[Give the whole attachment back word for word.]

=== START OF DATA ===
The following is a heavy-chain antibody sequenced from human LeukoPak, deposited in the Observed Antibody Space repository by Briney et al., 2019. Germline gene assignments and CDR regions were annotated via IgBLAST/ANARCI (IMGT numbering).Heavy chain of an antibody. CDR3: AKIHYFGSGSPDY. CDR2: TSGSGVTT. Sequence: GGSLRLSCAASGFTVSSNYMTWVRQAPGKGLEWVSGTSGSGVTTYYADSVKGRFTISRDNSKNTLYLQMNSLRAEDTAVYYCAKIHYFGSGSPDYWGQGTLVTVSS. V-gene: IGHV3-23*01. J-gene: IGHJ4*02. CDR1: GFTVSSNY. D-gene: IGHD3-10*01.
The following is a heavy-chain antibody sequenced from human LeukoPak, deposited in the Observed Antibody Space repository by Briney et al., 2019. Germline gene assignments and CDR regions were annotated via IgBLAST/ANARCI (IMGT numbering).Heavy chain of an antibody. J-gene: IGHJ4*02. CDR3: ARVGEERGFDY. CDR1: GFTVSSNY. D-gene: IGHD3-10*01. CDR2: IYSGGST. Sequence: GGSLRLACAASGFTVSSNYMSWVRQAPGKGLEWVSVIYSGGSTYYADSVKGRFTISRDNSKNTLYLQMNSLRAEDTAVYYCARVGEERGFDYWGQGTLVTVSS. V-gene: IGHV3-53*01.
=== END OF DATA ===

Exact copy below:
The following is a heavy-chain antibody sequenced from human LeukoPak, deposited in the Observed Antibody Space repository by Briney et al., 2019. Germline gene assignments and CDR regions were annotated via IgBLAST/ANARCI (IMGT numbering).Heavy chain of an antibody. CDR3: AKIHYFGSGSPDY. CDR2: TSGSGVTT. Sequence: GGSLRLSCAASGFTVSSNYMTWVRQAPGKGLEWVSGTSGSGVTTYYADSVKGRFTISRDNSKNTLYLQMNSLRAEDTAVYYCAKIHYFGSGSPDYWGQGTLVTVSS. V-gene: IGHV3-23*01. J-gene: IGHJ4*02. CDR1: GFTVSSNY. D-gene: IGHD3-10*01.
The following is a heavy-chain antibody sequenced from human LeukoPak, deposited in the Observed Antibody Space repository by Briney et al., 2019. Germline gene assignments and CDR regions were annotated via IgBLAST/ANARCI (IMGT numbering).Heavy chain of an antibody. J-gene: IGHJ4*02. CDR3: ARVGEERGFDY. CDR1: GFTVSSNY. D-gene: IGHD3-10*01. CDR2: IYSGGST. Sequence: GGSLRLACAASGFTVSSNYMSWVRQAPGKGLEWVSVIYSGGSTYYADSVKGRFTISRDNSKNTLYLQMNSLRAEDTAVYYCARVGEERGFDYWGQGTLVTVSS. V-gene: IGHV3-53*01.